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gloves
 

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RCoapman
Joined: 09 Feb 2005
Posts: 4655
Location: Beervana

1/27/13 6:06 PM

gloves

not much detail here...just looking for a recommendations for a good set of gloves that will stay watertight during longer rides in the rain. Did 1:45 today and my gloves, normally more than adequate in the cold PDX rain for rides <1hr, were completely soaked through by the end of the ride and my hands were getting pretty chilly.

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ErikS
Joined: 19 May 2005
Posts: 8287
Location: Slowing boiling over in the steamy south, Global Warming is real

1/27/13 6:26 PM

Just get wool over gloves. Even wet your hands will be okay.

I use an old issue pair when it is really cold.

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Brian Nystrom
Joined: 26 Jan 2004
Posts: 3772
Location: Nashua, NH

1/28/13 6:30 AM

For those conditions...

...your best bet may be neoprene paddling gloves. Your hands are going to get damp either from rain or perspiration, so I don't think that trying to keep them dry is worthwhile. If you want to try, try Gore-Tex lined gloves with long enough gauntlets to fit under your jacket sleeves.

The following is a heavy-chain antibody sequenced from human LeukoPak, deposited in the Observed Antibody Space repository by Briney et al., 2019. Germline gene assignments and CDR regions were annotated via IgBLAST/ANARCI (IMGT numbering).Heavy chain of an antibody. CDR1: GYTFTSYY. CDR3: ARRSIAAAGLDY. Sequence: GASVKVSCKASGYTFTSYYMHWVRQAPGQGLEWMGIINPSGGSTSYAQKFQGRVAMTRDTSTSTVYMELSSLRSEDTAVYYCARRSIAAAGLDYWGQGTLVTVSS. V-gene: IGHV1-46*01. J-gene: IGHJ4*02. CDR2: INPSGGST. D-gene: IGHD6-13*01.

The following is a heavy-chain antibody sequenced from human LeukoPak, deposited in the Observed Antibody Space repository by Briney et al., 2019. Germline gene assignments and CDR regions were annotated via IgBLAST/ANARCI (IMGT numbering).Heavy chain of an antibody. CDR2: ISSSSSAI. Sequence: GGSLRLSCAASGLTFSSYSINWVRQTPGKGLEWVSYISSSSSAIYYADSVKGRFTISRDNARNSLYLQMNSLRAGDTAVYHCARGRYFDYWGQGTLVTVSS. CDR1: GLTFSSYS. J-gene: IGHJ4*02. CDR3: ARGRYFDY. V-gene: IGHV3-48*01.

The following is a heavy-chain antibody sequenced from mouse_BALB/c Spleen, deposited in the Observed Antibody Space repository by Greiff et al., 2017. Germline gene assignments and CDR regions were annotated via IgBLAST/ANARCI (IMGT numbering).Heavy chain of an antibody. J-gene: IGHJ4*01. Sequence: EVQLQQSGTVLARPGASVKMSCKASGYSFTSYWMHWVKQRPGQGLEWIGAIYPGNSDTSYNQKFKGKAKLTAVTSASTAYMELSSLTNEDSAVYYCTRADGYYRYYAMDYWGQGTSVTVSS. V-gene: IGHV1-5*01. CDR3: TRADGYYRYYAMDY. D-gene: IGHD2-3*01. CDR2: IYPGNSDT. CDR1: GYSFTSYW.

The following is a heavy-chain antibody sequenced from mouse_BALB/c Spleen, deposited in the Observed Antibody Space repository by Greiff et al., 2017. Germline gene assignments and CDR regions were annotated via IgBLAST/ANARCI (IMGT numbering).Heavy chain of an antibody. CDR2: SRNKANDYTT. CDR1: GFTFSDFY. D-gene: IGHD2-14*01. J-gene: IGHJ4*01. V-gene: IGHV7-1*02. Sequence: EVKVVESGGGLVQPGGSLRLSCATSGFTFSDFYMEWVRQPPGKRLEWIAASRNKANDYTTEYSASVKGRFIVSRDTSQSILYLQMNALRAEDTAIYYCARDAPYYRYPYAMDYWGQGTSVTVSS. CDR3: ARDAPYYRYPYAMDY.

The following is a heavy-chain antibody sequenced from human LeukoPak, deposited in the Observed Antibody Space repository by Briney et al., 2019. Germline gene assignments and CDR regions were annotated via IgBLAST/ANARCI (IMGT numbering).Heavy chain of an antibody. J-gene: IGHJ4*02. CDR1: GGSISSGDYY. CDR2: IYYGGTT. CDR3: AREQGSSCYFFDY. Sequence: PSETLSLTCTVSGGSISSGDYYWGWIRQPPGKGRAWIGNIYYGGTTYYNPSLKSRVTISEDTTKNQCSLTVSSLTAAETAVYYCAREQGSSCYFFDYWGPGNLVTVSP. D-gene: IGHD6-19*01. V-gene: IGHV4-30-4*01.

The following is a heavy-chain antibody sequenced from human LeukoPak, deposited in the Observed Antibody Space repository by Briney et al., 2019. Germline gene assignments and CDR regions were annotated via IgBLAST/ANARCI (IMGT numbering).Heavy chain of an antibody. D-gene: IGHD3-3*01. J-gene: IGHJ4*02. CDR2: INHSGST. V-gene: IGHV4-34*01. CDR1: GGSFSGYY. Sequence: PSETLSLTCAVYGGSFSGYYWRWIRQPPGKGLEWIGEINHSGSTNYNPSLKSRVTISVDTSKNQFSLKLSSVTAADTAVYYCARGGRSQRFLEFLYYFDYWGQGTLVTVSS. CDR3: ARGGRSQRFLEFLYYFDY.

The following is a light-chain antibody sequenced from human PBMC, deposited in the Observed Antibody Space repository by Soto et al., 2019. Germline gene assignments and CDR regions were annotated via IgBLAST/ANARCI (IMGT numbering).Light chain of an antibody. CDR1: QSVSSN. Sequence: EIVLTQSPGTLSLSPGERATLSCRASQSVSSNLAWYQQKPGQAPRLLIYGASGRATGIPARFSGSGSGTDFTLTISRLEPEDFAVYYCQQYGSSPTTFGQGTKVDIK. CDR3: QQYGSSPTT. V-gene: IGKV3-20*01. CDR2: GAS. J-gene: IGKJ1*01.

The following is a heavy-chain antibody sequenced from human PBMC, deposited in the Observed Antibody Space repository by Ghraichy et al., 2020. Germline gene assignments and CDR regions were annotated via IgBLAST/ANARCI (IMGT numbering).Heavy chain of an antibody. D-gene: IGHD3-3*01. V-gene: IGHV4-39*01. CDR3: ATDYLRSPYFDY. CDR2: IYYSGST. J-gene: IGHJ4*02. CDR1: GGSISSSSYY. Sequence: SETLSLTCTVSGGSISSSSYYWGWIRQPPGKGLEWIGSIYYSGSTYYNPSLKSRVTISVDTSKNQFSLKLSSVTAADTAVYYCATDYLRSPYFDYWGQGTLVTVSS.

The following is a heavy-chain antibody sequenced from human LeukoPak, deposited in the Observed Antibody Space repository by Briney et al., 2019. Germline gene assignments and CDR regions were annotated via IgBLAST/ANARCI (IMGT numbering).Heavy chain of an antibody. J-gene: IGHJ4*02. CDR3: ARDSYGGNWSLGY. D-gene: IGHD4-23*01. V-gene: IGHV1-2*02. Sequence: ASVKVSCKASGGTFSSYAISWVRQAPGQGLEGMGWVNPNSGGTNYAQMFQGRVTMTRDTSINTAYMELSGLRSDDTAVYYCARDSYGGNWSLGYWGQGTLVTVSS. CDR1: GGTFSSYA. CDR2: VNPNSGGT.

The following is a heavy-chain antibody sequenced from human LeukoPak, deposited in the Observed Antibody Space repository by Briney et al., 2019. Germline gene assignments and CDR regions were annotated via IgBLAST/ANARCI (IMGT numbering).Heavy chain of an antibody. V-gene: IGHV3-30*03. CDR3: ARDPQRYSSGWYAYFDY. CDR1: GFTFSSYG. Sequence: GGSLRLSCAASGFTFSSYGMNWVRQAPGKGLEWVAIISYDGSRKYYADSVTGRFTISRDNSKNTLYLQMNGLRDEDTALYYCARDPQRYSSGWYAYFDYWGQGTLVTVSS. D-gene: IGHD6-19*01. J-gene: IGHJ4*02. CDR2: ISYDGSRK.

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Dave B
Joined: 10 Jan 2004
Posts: 4511
Location: Pittsburgh, PA

1/28/13 7:55 AM

Impossible

I've concluded that if you are out in the rain long enough, your gloves will get soaked . I've used both Gore-Tex and neoprene gloves and eventually they either soak through or the water running down your sleeves gets inside. The best you can hope for is to stay warm but not dry.

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ErikS
Joined: 19 May 2005
Posts: 8287
Location: Slowing boiling over in the steamy south, Global Warming is real

1/28/13 5:26 PM

Which why I suggested just getting cheap wool ones.

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Brian Nystrom
Joined: 26 Jan 2004
Posts: 3772
Location: Nashua, NH

1/29/13 5:44 AM

Which is why I suggested neoprene

They're designed to keep your hands warm when they're wet.

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Dave B
Joined: 10 Jan 2004
Posts: 4511
Location: Pittsburgh, PA

1/29/13 8:29 AM

They Try


quote:
They're designed to keep your hands warm when they're wet.


Yeah and they make a decent attempt at it but, if you are out in the rain in the upper 30's, your hands will be cold even in neoprene gloves. At least mine are.

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April
Joined: 13 Dec 2003
Posts: 6093
Location: Westchester/NYC

1/29/13 8:33 AM

x-c ski gloves?

They are typically wind proof and water proof, yet still breath. Unlike downhill ski gloves, xc ski gloves are typically pretty thin. So working the brakes/shifter should be no problem.

Only thing I don't know is if they're warm enough for you. When x-c skiing, the hands got a lot of workout so the gloves doesn't need to be very warm. With biking, it may or may not be warm enough. On the other hand, it kept my hand warm down to 20 degree so that's a lot colder than the typically rainy riding temperature you encounter...

Paddling gloves: